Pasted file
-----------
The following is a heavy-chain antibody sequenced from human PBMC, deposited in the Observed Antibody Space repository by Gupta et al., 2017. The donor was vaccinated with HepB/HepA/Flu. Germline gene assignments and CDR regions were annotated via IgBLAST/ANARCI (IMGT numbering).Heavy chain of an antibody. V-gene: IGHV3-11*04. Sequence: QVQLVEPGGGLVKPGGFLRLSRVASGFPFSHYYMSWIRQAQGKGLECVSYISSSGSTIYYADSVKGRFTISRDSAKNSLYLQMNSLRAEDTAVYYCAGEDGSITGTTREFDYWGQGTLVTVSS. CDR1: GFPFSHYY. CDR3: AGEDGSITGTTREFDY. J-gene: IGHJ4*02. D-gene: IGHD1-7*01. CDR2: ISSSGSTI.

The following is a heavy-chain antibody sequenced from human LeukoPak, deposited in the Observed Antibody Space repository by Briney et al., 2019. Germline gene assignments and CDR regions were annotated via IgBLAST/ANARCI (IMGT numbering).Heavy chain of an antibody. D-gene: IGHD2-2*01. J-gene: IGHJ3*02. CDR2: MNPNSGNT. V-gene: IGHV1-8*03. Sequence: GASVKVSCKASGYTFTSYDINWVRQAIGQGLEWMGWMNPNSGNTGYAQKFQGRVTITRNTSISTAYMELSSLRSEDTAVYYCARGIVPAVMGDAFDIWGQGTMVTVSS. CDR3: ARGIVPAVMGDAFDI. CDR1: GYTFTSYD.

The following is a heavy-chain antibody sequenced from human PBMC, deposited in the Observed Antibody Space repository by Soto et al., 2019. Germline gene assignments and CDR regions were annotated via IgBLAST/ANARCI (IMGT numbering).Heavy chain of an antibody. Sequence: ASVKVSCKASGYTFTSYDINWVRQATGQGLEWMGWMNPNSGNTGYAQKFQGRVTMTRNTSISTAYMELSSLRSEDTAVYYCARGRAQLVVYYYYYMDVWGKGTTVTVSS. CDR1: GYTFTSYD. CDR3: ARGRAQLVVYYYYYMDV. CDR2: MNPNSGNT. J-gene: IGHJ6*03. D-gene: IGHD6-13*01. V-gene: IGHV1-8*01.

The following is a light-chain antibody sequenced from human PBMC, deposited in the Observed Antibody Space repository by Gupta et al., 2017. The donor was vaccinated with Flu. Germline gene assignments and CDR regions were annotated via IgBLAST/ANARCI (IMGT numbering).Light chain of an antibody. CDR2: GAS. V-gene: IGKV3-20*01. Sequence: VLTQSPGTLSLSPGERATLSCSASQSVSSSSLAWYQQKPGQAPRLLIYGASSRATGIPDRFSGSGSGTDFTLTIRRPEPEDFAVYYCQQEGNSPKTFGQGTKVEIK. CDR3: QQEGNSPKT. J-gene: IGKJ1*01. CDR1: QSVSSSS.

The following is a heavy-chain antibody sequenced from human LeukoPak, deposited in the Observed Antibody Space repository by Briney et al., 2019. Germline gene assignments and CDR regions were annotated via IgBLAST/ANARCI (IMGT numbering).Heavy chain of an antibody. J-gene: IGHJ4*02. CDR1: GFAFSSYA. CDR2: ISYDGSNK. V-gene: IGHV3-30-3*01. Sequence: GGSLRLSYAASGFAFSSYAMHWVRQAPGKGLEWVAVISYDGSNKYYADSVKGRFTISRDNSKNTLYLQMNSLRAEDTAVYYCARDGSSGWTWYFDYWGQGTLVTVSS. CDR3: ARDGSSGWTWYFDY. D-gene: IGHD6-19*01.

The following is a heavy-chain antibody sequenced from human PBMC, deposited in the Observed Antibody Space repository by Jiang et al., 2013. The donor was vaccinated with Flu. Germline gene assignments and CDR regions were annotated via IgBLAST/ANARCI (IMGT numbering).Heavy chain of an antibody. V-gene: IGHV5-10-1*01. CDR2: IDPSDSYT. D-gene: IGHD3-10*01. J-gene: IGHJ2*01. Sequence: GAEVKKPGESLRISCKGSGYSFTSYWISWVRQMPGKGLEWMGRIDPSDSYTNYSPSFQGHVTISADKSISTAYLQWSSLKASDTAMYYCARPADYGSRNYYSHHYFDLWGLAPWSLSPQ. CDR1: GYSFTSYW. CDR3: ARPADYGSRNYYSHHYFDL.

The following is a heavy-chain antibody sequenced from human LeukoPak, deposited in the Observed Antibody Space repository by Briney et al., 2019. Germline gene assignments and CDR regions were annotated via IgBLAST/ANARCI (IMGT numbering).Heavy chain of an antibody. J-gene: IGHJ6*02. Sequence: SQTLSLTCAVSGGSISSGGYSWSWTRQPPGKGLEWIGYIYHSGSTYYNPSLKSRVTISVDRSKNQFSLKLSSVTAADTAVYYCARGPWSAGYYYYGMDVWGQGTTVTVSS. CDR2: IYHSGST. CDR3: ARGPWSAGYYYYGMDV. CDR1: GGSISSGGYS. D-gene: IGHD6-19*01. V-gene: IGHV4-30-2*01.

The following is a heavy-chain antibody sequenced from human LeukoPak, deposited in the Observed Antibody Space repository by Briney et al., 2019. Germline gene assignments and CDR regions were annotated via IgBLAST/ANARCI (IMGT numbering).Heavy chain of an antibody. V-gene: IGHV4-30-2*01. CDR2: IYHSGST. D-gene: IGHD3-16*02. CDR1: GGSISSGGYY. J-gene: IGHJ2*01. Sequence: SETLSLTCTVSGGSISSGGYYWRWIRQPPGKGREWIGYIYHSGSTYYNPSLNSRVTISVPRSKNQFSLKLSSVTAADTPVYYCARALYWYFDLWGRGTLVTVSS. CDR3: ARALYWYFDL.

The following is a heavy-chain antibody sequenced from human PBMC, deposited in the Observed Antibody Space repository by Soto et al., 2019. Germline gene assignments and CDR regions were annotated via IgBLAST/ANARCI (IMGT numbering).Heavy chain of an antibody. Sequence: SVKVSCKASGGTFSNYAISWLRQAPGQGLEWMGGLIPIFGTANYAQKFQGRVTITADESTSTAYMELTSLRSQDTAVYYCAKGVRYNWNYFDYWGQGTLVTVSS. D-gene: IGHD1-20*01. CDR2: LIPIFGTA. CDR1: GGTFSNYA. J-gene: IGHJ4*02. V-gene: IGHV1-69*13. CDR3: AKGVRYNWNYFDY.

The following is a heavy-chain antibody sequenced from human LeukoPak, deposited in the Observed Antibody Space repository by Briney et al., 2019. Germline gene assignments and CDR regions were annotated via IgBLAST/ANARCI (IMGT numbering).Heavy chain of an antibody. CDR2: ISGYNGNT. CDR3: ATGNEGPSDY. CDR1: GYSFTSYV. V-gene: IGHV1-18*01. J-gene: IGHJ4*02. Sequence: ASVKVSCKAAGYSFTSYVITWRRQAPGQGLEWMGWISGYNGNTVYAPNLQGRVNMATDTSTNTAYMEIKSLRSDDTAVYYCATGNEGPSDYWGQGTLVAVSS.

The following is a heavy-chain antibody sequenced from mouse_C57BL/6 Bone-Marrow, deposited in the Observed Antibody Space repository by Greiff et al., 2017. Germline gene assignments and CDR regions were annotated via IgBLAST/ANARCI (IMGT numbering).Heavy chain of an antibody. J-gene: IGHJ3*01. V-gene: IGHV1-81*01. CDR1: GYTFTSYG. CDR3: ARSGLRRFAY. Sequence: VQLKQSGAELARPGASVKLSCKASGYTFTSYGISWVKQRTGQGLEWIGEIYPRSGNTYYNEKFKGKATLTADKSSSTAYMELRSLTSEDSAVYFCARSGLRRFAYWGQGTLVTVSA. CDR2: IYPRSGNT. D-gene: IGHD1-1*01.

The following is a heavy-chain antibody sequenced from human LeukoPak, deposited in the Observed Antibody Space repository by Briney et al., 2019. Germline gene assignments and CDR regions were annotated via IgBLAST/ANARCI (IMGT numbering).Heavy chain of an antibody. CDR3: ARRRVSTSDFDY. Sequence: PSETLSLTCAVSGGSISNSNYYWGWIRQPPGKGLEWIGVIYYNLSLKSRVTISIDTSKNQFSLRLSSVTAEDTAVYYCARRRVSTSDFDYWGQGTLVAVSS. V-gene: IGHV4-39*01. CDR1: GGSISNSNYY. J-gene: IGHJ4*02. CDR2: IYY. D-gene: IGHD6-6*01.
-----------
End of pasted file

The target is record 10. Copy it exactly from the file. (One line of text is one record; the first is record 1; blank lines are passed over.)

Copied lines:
The following is a heavy-chain antibody sequenced from human LeukoPak, deposited in the Observed Antibody Space repository by Briney et al., 2019. Germline gene assignments and CDR regions were annotated via IgBLAST/ANARCI (IMGT numbering).Heavy chain of an antibody. CDR2: ISGYNGNT. CDR3: ATGNEGPSDY. CDR1: GYSFTSYV. V-gene: IGHV1-18*01. J-gene: IGHJ4*02. Sequence: ASVKVSCKAAGYSFTSYVITWRRQAPGQGLEWMGWISGYNGNTVYAPNLQGRVNMATDTSTNTAYMEIKSLRSDDTAVYYCATGNEGPSDYWGQGTLVAVSS.